The study, Understanding the Burden of Cutaneous Lupus: A Subset Analysis from the 2022 World Lupus Federation Global Impact (WLFGI) Patient Survey, supported by the LFA provided a unique, global insight into lupus patient-reported burden of cutaneous lupus erythematosus (CLE) compared to systemic lupus erythematosus (SLE). The investigators found that skin-limited or CLE disease appears to carry as high a quality-of-life burden as SLE in several areas of disease impact, and that the presence of CLE among people with SLE is associated with higher quality of life burden, with particular impact on mental health (44%) and social interaction.
Factors Influencing Time to Diagnosis in U.S. Patients with Systemic Lupus Erythematosus utilized data from the LFA’s RAY® patient and caregiver registry and identified an average delay of more than six years between when a person first experiences symptoms to when they receive a lupus diagnosis, as well as many factors that seemingly influence time to diagnosis.
The study, Identifying Important Domains for Inclusion in a Novel Treatment Response Measure for Systemic Lupus Erythematosus (TRM-SLE): Results of a Modified Delphi Study, led by the LFA’s 2022 Evelyn V. Hess Award recipient, Eric Morand, MBBS, PhD, Monash University, shared 14 areas or domains deemed important to measure treatment response in SLE by both experts and patients. TRM-SLE is a new clinical outcome assessment for SLE randomized controlled trials and is supported by the LFA for representing and elevating the patient voice in clinical research.
To help predict neuropsychiatric lupus events, the study, Harnessing Machine Learning to Predict Neuropsychiatric Events in Systemic Lupus Erythematosus, integrated traditional risk factors into machine learning models and accurately predicted neuropsychiatric involvement with SLE, helping to anticipate neuropsychiatric flares.
The inequalities in lupus disease management and outcomes along racial, ethnic and socioeconomic lines continue to be explored and discussed.
In peer-to-peer outreach, members of the LFA’s Lupus Research Action Network (LRAN) engaged in opportunities to discuss the importance of participation in lupus research. In the study, Lupus Research Action Network: Increasing Minority Clinical Trial Participation Through Peer Leaders, a community-based popular opinion leader model increased awareness of and commitment to diversity in lupus clinical trials among Black/African American people with lupus.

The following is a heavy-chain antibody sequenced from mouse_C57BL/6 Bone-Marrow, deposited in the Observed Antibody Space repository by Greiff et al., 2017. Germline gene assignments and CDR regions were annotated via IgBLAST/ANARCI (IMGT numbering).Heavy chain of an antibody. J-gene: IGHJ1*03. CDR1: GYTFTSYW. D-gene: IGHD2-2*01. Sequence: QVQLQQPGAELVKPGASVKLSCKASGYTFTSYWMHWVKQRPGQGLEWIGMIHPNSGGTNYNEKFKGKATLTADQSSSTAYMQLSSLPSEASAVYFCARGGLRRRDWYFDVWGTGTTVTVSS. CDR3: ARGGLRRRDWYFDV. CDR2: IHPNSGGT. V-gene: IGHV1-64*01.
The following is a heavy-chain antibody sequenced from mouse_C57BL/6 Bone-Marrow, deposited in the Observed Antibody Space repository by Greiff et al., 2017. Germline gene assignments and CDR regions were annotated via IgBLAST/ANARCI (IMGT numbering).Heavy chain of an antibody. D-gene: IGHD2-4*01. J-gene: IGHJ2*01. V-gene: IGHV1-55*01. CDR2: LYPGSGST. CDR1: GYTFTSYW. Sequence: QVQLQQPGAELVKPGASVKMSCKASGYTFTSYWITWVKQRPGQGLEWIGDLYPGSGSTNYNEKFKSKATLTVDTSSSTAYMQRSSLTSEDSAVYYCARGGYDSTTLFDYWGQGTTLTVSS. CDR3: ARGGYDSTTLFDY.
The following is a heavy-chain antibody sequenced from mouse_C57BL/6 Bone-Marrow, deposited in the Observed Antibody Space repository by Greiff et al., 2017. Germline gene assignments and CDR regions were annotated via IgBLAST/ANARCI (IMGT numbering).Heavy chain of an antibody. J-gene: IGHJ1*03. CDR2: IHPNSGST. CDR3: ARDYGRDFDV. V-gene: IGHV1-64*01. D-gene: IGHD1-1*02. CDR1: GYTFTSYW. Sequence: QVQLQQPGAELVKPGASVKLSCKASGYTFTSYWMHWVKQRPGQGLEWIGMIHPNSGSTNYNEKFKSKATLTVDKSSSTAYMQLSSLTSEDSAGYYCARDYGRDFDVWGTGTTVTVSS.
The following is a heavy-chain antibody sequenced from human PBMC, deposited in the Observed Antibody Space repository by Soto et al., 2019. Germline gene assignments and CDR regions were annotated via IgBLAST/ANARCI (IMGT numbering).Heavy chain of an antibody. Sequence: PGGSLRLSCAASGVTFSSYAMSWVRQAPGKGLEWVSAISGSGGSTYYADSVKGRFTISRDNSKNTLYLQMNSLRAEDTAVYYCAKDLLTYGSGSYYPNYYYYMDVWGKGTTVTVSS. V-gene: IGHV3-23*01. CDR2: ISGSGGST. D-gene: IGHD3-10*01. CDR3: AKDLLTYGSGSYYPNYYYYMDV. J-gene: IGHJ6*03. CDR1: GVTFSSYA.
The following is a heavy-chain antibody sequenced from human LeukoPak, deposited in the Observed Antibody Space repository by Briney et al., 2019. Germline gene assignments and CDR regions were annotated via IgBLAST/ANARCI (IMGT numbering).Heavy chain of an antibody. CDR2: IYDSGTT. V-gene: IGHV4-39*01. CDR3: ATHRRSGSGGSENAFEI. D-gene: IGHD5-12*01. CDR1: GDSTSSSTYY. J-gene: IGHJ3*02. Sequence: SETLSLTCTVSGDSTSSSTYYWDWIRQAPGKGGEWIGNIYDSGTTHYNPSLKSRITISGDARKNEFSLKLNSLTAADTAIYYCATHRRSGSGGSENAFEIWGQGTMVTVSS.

Therapeutic Hydroxychloroquine Blood Levels Are Cost Effective and May Reduce Health Disparities by Reducing Lupus Hospitalizations discovered routine hydroxychloroquine (HCQ) blood level monitoring reduces acute care utilization and health disparities, and is, thereby, a cost effective measure.
The study, Geographic and Demographic Representation in Industry-sponsored, US-based Clinical Trials of Systemic Lupus Erythematosus Therapies further underscores a known challenge throughout the field by revealing that while White, Hispanic and Asian Americans are adequately represented in US lupus clinical trials, Black and American Indian/Alaska Native participants are still underrepresented relative to the US population in lupus studies.
The Lupus Foundation of America is excited and remains committed to supporting and leading the lupus community toward a better understanding of lupus, management of the disease, better treatments and ultimately a cure. Continue to read the Lupus Foundation of America’s Inside Lupus Research articles for breaking news and important updates and see you at #ACR24!